White Sox, Cubs World Series Odds: Competition Heats Up As Chicago Baseball Teams Head Into Summer

Written By Joe Boozell on May 24, 2021
cubs sox world series odds

The Chicago White Sox are in first place in the AL Central, while the Cubs are two games back of the Cardinals for the top spot in the NL Central.

Both Chicago teams have a shot at making the MLB Playoffs. And with the Bulls and Blackhawks each having rough seasons, the Sox and Cubs have been sources of baseball betting entertainment.

Let’s take a look at the Sox and Cubs futures odds at Illinois sportsbooks.

White Sox, Cubs 2021 World Series odds

Here are the Chicago MLB teams’ World Series odds at every mobile Illinois sportsbook:

BarstoolBetRiversDraftKingsFanDuelPointsBetWilliam Hill

At every sportsbook in Illinois, only the Dodgers, Yankees and Padres have shorter odds than the White Sox.

Unfortunately, those Yankees swept the White Sox this past weekend. Still, managerial shenanigans aside, Chicago has performed well this season given the circumstances.

For a good chunk of the last month, the Sox had the best record and run differential in the league. After the sweep, they no longer hold those titles but still have a 1.5 game lead in the division and are playing at a 94-win pace. That would likely be good enough to make the playoffs.

That’s all been without star left fielder Eloy Jimenez and mostly without star center fielder Luis Robert. Jimenez and Robert could come back near the end of the regular season.

With Jimenez and Robert, Chicago belongs in the World Series discussion. Without them, the Sox are still a good team but are likely a tier below the trio we mentioned previously.

At the Kambi books (DraftKings, BetRivers and Barstool), the Sox odds are -400 to win the AL Central.

No other team has a better chance to win their respective division based on those odds. And if the Sox win the Central, they will be playoff-bound.

Want to go to a Chicago baseball game?

Wrigley Field and Guaranteed Rate fields are welcoming fans at 60% capacity, an increase from 25%. We have all you need to know:

Why are the Cubs World Series odds so much worse?

The Cubs are 13-7 in May and 24-22 overall. They are two games back of the Cardinals after taking two out of three games in St. Louis.

Chicago also has the best expected record in its division if you go by run differential. The Cubs have an expected record of 25-21, while the Cardinals’ stands at 24-22.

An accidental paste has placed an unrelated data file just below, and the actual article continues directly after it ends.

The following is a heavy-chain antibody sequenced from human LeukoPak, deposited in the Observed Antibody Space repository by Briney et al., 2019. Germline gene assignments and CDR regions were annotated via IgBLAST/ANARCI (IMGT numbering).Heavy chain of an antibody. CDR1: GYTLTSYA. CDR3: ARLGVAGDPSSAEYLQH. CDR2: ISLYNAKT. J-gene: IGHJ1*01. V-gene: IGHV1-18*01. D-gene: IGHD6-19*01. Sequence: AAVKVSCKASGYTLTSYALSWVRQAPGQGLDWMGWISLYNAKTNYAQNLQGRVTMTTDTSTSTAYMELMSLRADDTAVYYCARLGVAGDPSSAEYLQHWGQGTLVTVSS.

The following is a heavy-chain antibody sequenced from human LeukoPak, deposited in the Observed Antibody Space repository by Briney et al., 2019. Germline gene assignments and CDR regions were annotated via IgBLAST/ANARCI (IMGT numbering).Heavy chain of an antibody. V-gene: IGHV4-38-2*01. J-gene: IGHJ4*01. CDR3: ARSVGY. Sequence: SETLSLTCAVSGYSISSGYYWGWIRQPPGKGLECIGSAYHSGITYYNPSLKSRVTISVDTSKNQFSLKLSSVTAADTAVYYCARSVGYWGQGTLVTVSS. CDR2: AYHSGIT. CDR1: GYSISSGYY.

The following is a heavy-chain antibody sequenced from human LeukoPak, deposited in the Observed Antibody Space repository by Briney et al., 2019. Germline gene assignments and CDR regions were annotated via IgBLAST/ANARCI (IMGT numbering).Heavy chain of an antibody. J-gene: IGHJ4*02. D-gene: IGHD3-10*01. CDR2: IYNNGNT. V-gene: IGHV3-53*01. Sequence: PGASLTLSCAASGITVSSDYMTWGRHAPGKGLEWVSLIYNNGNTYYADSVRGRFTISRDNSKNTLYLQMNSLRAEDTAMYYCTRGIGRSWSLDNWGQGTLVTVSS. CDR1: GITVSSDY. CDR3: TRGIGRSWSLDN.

And yet, at the Kambi books, the Cubs odds are +700 to win the Central. The Brewers, who are a game back of the Cubs in the actual standings, are +140 to win the division. The Cardinals lead at -106.

The main reason for the Brewers’ optimism is Christian Yelich. Yelich is easily Milwaukee’s best player, and he only recently returned from injury.

Simply put, the market isn’t buying the Cubs’ pitching. Kris Bryant, Anthony Rizzo and Javier Baez have returned to form this year, but Chicago’s rotation isn’t scaring anyone.

In an era where pitchers throwing 97 miles-per-hour is commonplace, the Cubs have a pitching staff full of soft-tossers such as Kyle Hendricks and Zach Davies. Jake Arrieta also isn’t the power pitcher he once was.

The Cubs are clearly a solid team, but as of now, it’s hard to label them a World Series contender.

What is MLB first five betting?

If you’re a novice to MLB betting, perhaps you’ve heard a lot about first five betting.

First five bets have become very popular, and they’re actually quite simple: It’s just a bet on which team will be winning after the first five innings of the game.

The bet is popular for a few reasons. First, it’s a bit more predictable than betting on a full nine-inning game. That’s because you can typically expect that the scheduled starting pitchers will go five innings, so you can plan accordingly.

Secondly, full baseball games are very long. But many find that betting on the first five innings is a more entertaining way to consume the sport, as every pitch holds more value. A bettor can usually consume the first five innings of a game in less than two hours.

It’s a similar logic to no run first inning (NRFI) betting, which has also become more popular. That’s simply a bet on neither team scoring in the first inning.

Photo by Scott Kane / AP
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Joe Boozell

Joe Boozell has also been a college sports writer for NCAA.com since 2015. His work has also appeared in Bleacher Report, FoxSports.com and NBA.com. Growing up, Boozell squared off against both Anthony Davis and Frank Kaminsky in the Chicagoland basketball scene ... you can imagine how that went.

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